Tag Archives: Yochanan ben Zakai

Vision Mysticism among first and second century Jews and Christians

April DeConick in Voices of the Mystics seeks to expand her readers’ knowledge of vision mysticism in early first-century Christianity, in particular arguing that the Gospel of John was written to oppose the practice as it appears to be endorsed in the Gospel of Thomas. In a recent post I discussed its apparent place in Paul’s experience. DeConick comments on the distinguishing feature of this experience among Jews:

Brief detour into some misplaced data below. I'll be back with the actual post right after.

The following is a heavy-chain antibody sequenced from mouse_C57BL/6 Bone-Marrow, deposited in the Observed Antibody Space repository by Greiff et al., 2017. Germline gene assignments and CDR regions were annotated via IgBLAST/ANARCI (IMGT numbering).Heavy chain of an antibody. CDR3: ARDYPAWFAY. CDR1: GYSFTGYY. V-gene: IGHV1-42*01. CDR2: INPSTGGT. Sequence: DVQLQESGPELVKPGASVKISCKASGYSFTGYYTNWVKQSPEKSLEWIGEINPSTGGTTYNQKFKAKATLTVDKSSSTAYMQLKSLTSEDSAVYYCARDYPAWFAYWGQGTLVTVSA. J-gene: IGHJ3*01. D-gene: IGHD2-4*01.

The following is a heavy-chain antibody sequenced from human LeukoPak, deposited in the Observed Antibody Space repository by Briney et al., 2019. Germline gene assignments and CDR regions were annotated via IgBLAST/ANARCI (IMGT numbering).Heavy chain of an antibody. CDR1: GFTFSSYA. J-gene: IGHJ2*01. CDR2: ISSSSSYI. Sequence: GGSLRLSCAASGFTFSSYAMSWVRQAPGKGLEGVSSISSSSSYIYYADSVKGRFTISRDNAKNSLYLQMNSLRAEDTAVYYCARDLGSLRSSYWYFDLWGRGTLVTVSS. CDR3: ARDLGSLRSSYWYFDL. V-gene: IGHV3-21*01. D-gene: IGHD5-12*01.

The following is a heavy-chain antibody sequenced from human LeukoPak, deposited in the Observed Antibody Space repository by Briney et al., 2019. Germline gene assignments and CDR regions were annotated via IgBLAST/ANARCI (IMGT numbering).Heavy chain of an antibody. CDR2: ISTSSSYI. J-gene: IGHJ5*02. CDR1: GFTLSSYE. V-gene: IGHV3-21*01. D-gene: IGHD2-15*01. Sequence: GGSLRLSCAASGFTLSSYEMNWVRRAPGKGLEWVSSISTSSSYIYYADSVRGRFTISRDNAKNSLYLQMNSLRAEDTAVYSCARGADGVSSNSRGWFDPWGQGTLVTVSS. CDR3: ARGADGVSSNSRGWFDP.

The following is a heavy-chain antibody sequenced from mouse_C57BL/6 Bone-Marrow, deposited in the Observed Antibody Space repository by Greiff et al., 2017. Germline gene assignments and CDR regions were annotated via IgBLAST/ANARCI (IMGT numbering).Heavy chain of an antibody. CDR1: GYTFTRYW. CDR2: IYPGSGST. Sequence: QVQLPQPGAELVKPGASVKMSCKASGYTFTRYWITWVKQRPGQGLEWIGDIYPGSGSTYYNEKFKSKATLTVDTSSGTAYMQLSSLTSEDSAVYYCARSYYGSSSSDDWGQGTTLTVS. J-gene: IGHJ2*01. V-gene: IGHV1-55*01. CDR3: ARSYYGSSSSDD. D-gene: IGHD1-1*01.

Although the notion that the vision of a god makes one divine was Greek in origin, early Jewish mystics seemed to have welded this idea into their traditions about celestial journeys. Thus, in the Second Temple period, they taught that when one ascended into heaven and gazed on God or his enthroned bodily manifestation, the kabod or ‘Glory’, one was transformed. (p. 49)

Exceptionally righteous individuals like Moses, Ezekiel and Enoch had been transformed or glorified by their visions of God, and in the world to come all righteous were expected to be so transformed. read more »